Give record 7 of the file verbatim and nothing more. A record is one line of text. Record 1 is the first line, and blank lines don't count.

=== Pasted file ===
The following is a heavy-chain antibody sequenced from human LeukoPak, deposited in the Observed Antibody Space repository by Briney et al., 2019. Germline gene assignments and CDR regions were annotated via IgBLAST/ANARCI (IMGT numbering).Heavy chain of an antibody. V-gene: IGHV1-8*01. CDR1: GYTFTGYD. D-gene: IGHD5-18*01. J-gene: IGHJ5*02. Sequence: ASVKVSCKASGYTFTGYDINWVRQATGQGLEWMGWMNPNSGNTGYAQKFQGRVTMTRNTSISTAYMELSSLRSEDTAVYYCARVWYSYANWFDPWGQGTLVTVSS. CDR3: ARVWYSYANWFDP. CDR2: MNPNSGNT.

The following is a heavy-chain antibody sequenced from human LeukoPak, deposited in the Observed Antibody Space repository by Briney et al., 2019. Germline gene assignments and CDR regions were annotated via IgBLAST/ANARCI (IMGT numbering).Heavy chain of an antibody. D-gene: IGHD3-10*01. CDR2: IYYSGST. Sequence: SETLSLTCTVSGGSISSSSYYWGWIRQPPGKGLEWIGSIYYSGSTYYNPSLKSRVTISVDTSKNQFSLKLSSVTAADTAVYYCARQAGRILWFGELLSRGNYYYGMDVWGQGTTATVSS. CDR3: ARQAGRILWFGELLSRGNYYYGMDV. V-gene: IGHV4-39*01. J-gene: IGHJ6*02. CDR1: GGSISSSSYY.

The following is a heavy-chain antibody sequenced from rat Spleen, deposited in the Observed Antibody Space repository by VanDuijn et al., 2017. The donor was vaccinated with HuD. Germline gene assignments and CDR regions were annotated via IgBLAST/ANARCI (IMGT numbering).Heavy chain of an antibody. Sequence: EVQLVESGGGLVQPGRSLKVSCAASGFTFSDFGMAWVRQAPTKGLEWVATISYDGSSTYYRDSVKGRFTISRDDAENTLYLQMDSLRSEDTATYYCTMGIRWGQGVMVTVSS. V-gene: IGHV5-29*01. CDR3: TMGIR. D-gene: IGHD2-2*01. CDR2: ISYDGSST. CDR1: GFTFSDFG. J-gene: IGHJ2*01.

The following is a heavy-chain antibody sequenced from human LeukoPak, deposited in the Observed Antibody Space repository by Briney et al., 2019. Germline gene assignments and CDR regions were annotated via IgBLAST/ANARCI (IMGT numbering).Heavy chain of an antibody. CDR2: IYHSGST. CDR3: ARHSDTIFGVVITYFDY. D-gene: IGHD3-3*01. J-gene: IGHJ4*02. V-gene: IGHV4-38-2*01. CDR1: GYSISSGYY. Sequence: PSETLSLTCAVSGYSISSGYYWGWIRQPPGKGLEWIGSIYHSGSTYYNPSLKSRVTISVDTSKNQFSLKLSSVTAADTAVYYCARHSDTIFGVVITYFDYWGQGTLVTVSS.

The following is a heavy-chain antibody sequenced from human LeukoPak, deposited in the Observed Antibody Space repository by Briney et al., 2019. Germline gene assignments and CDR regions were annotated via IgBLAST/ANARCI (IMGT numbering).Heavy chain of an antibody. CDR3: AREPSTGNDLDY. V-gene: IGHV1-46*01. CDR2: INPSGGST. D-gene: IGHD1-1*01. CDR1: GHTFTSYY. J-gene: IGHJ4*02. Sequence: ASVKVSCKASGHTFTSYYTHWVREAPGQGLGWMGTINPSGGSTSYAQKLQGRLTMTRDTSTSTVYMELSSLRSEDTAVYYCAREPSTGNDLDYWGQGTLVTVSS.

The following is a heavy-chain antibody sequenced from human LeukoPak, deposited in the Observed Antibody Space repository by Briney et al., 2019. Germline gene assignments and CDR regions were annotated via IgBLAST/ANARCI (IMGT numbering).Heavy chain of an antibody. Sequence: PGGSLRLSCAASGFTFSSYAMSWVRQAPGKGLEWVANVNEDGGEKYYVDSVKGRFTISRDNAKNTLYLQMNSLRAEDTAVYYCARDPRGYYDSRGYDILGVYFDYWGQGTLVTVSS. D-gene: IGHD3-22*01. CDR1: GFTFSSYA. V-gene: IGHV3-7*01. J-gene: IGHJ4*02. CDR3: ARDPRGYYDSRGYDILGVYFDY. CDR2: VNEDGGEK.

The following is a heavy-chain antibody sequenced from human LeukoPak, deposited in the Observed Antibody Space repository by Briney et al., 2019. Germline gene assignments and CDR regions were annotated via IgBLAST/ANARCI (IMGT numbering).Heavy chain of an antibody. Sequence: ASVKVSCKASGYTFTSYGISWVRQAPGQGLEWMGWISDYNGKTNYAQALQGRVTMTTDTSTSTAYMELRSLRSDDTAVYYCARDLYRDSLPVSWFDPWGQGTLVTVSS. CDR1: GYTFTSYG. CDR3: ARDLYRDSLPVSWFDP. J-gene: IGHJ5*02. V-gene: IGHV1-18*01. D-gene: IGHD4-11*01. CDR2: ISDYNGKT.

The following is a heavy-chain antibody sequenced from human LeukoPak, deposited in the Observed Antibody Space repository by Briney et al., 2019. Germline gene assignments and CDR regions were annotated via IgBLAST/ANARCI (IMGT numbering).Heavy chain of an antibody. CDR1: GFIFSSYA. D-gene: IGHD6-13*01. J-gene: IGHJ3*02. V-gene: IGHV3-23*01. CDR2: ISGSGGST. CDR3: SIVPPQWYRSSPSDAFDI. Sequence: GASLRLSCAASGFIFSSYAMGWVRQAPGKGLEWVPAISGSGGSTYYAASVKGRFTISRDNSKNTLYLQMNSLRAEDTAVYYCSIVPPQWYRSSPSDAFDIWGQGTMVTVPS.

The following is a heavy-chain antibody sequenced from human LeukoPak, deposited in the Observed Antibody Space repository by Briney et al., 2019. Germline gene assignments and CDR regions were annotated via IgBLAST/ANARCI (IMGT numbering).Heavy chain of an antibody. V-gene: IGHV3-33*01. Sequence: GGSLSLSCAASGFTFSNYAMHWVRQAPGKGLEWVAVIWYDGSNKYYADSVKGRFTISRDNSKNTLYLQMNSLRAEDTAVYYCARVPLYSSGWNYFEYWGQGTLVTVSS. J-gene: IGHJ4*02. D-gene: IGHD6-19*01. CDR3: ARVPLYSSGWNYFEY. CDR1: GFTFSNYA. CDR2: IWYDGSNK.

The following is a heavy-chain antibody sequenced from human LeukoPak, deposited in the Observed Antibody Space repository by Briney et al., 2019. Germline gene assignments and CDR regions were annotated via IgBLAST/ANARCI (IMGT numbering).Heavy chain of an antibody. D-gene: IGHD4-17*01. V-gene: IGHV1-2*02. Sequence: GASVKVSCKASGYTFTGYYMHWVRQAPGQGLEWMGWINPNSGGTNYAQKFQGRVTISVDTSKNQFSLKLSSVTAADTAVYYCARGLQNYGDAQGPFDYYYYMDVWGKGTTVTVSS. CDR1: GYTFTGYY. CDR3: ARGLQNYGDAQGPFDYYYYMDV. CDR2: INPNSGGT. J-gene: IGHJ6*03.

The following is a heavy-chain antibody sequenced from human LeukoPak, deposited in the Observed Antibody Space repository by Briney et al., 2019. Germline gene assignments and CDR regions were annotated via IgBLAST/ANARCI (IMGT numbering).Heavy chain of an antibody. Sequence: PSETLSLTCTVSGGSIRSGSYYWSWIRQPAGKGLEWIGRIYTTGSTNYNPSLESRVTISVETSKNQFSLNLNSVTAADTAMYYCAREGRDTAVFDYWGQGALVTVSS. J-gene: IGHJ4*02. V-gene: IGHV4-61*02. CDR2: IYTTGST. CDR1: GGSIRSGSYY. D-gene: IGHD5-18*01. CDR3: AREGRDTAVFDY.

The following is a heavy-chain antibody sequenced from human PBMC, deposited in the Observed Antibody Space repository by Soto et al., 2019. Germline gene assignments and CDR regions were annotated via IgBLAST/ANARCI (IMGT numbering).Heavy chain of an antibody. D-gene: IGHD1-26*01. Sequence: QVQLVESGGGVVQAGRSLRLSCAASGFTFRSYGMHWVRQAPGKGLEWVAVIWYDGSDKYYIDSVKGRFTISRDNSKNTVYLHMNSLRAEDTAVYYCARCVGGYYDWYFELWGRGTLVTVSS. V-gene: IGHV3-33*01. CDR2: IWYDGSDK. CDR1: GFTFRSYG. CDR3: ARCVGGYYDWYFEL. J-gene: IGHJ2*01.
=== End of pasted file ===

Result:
The following is a heavy-chain antibody sequenced from human LeukoPak, deposited in the Observed Antibody Space repository by Briney et al., 2019. Germline gene assignments and CDR regions were annotated via IgBLAST/ANARCI (IMGT numbering).Heavy chain of an antibody. Sequence: ASVKVSCKASGYTFTSYGISWVRQAPGQGLEWMGWISDYNGKTNYAQALQGRVTMTTDTSTSTAYMELRSLRSDDTAVYYCARDLYRDSLPVSWFDPWGQGTLVTVSS. CDR1: GYTFTSYG. CDR3: ARDLYRDSLPVSWFDP. J-gene: IGHJ5*02. V-gene: IGHV1-18*01. D-gene: IGHD4-11*01. CDR2: ISDYNGKT.